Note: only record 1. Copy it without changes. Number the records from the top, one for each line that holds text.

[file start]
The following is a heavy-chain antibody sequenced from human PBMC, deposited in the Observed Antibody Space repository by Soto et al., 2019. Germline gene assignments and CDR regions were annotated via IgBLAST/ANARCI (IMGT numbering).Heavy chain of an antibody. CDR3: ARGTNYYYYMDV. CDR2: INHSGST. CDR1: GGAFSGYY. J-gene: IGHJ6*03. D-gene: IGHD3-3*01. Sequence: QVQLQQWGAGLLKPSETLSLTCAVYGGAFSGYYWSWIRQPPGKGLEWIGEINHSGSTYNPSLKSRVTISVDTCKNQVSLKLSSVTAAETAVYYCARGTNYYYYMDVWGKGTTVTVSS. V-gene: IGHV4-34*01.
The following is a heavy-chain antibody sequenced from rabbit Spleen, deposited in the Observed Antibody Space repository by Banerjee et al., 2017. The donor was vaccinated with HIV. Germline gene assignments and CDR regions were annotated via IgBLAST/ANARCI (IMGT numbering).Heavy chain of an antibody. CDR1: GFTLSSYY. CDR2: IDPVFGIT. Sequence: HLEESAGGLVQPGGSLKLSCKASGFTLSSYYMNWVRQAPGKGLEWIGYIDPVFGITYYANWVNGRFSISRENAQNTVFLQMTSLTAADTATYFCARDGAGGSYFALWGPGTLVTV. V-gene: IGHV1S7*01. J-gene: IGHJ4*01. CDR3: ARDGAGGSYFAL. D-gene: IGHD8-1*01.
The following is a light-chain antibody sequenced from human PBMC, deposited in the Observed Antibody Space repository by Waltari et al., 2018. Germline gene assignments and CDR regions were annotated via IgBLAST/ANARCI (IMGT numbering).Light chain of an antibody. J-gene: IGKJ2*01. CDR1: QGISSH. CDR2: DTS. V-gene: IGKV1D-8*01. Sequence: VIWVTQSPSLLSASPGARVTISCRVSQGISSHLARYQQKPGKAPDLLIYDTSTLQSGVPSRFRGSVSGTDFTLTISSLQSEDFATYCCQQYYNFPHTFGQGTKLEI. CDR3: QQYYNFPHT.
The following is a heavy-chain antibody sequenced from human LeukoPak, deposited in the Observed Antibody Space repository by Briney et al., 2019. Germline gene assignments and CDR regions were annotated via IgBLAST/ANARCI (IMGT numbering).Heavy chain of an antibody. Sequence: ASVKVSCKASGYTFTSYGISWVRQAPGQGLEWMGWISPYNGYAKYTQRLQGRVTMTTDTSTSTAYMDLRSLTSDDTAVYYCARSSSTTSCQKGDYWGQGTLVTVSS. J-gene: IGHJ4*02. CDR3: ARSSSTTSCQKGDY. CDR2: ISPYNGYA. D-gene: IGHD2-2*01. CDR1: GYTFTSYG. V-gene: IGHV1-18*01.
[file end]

The following is a heavy-chain antibody sequenced from human PBMC, deposited in the Observed Antibody Space repository by Soto et al., 2019. Germline gene assignments and CDR regions were annotated via IgBLAST/ANARCI (IMGT numbering).Heavy chain of an antibody. CDR3: ARGTNYYYYMDV. CDR2: INHSGST. CDR1: GGAFSGYY. J-gene: IGHJ6*03. D-gene: IGHD3-3*01. Sequence: QVQLQQWGAGLLKPSETLSLTCAVYGGAFSGYYWSWIRQPPGKGLEWIGEINHSGSTYNPSLKSRVTISVDTCKNQVSLKLSSVTAAETAVYYCARGTNYYYYMDVWGKGTTVTVSS. V-gene: IGHV4-34*01.